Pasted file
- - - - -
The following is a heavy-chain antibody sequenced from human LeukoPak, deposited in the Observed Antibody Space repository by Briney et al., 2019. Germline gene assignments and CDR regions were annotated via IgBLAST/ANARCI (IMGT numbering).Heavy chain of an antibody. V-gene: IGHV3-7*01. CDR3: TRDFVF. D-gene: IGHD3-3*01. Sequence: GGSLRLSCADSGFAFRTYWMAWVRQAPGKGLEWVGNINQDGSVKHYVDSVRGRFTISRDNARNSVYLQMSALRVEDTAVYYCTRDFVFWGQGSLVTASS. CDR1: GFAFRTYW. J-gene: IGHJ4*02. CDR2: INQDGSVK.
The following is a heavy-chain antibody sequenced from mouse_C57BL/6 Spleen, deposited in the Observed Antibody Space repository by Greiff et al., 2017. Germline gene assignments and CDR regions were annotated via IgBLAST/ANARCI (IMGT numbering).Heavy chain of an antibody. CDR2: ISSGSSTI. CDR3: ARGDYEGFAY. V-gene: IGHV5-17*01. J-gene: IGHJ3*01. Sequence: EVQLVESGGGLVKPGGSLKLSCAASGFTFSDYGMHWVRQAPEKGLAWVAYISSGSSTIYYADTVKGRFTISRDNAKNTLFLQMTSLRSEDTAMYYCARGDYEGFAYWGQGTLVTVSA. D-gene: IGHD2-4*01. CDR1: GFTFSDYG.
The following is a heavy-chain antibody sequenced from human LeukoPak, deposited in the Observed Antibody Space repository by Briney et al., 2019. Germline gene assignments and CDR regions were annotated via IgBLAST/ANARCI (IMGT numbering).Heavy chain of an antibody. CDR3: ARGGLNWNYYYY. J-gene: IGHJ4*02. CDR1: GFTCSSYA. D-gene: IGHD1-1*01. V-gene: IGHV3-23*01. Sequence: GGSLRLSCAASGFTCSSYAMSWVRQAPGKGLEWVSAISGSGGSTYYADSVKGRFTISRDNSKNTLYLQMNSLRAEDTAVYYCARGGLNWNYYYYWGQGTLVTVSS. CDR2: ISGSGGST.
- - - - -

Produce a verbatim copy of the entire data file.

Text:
The following is a heavy-chain antibody sequenced from human LeukoPak, deposited in the Observed Antibody Space repository by Briney et al., 2019. Germline gene assignments and CDR regions were annotated via IgBLAST/ANARCI (IMGT numbering).Heavy chain of an antibody. V-gene: IGHV3-7*01. CDR3: TRDFVF. D-gene: IGHD3-3*01. Sequence: GGSLRLSCADSGFAFRTYWMAWVRQAPGKGLEWVGNINQDGSVKHYVDSVRGRFTISRDNARNSVYLQMSALRVEDTAVYYCTRDFVFWGQGSLVTASS. CDR1: GFAFRTYW. J-gene: IGHJ4*02. CDR2: INQDGSVK.
The following is a heavy-chain antibody sequenced from mouse_C57BL/6 Spleen, deposited in the Observed Antibody Space repository by Greiff et al., 2017. Germline gene assignments and CDR regions were annotated via IgBLAST/ANARCI (IMGT numbering).Heavy chain of an antibody. CDR2: ISSGSSTI. CDR3: ARGDYEGFAY. V-gene: IGHV5-17*01. J-gene: IGHJ3*01. Sequence: EVQLVESGGGLVKPGGSLKLSCAASGFTFSDYGMHWVRQAPEKGLAWVAYISSGSSTIYYADTVKGRFTISRDNAKNTLFLQMTSLRSEDTAMYYCARGDYEGFAYWGQGTLVTVSA. D-gene: IGHD2-4*01. CDR1: GFTFSDYG.
The following is a heavy-chain antibody sequenced from human LeukoPak, deposited in the Observed Antibody Space repository by Briney et al., 2019. Germline gene assignments and CDR regions were annotated via IgBLAST/ANARCI (IMGT numbering).Heavy chain of an antibody. CDR3: ARGGLNWNYYYY. J-gene: IGHJ4*02. CDR1: GFTCSSYA. D-gene: IGHD1-1*01. V-gene: IGHV3-23*01. Sequence: GGSLRLSCAASGFTCSSYAMSWVRQAPGKGLEWVSAISGSGGSTYYADSVKGRFTISRDNSKNTLYLQMNSLRAEDTAVYYCARGGLNWNYYYYWGQGTLVTVSS. CDR2: ISGSGGST.